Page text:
Posted by Martin Gregory of Legal Futures Associate Lateral Law
I have just read LawyerLocator’s white paper entitled “The Future of Small Law Firms” (see story).
Some of its findings are, perhaps, rather surprising and somewhat out of kilter with other research and empirical evidence. For example, according to their consumer poll, only 1% of people use search engines to choose a lawyer (75% less than those apparently using a telephone directory!). Compare this to the 26% revealed by a Solicitors Regulation Authority survey in 2008. My own experience suggests that this latter figure is much more accurate and, as the paper readily accepts, is a trend which can only be expected to grow. The other main sources of work are recommendations from family and friends (28% and 24% respectively) and having local offices (22%).
As part of the poll, respondents were also asked to identify the three qualities that are most important when choosing a lawyer. The results are:
60% Specialist knowledge of the legal issues involved
60% Approachable and able to explain the issues involved
29% Ease of getting in touch
28% Proximity to where they live or work
23% Knows my personal history
11% Good local knowledge
I have argued previously that legal knowledge is more or less a given. If, say, you advertise family law services, the vast majority of clients will, rightly or wrongly, assume that both the firm and the individual fee-earner are specialists in that particular field. If they were aware of negative comments made by former/existing clients, they probably would not have approached the firm/fee-earner in the first place.
Proximity and local knowledge are also matters of fact. The offices are either near the potential client or they are not and it should follow that the firm knows about its surroundings.
Looking at the remaining factors, coupled with where the work actually comes from, the lessons small firms can learn from the paper are (in no particular order, especially given the results):
1. Friends and family will only recommend your services if you at least meet, and hopefully exceed, their expectations. This involves clearly defining at the outset of each case the exact extent of the retainer. In other words, what work you will do and not do. Likewise with your service standards or client charter. For example, will you return telephone calls the same day, e-mails the following day and letters within two days? You must then do the job you promised and comply with any self-imposed deadlines.
Finally, at the end of the matter, you should gather honest feedback on the client’s experience. Positive comments can form the basis of testimonials to garner the trust of potential new clients. Negative responses can be used to improve your services and hopefully avoid a repetition.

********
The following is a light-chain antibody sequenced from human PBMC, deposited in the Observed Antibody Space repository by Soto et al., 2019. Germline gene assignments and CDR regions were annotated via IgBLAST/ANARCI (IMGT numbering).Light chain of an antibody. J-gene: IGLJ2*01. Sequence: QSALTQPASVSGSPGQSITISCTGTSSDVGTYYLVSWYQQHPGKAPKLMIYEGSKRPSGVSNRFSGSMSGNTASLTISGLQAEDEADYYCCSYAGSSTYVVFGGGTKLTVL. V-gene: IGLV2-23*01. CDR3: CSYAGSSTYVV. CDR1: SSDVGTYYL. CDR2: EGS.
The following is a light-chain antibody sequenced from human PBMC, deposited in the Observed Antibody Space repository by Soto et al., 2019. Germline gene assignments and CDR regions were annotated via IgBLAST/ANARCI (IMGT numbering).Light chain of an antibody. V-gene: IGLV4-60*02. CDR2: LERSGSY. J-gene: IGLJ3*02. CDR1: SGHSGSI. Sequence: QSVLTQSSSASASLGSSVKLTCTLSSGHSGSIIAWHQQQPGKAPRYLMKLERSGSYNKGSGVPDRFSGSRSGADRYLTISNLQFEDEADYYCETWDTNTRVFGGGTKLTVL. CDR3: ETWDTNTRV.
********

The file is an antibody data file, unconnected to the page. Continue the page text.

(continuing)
2. Satisfied clients should be retained. It is obviously much easier and cheaper to generate new business from such clients than prospects. Before, during and/or after the retainer, offer them another, possibly associated, service, at a special discounted price. Would they be interested in an annual “legal policy”. Tell them in a newsletter about changes in the law, what this means for them, what they need to do and how you can help. Similarly, you may have taken on a new fee-earner or opened a new department. A former client may be moving house, but if they do not think you deal with conveyancing, they may not contact you.
3. Service standards/a client charter also reassure clients that you will be accessible. Make it as easy as possible by utilising e-mail, text messages, tweets etc. Invest in your website, allowing interaction. Consider an online case-tracking system, available 24/7. Stagger staff so that calls are answered outside normal opening hours and do not close for lunch. Visit clients at home or at work. What about working Saturday morning or diverting calls to mobiles when the office is closed?
4. Communicate in plain English and provide a friendly, yet professional, service. Ensure that your reception area is welcoming. For some, visiting a lawyer is feared as much as going to the dentist!
5. Be transparent regarding costs. Fix/cap fees wherever possible or be imaginative, relating costs to the value of a commercial transaction, for example.
6. Use search engine optimisation/search engine marketing to ensure that your website appears on the first page of local Internet searches. Google Places is also a free tool to promote your firm, as are social media, blogs and advertorials and articles in local newspapers.
7. Differentiate yourself from other local firms. Why should clients choose your firm over the competition? If self-serve document sites are an issue, does the client know that they may have no comeback if the standard document lets them down? Such unregulated sites are littered with disclaimers and cannot offer clients the protection afforded by professional indemnity insurance and the compensation fund, or even legal professional privilege. Isn’t it worth paying that little bit extra to get the job done properly?
Above all, give the client the service that THEY want at a price THEY are willing to pay. If this is achieved, you will be well on the way to becoming that person’s “local lawyer”, something that 70% of respondents in the poll feel they do not have.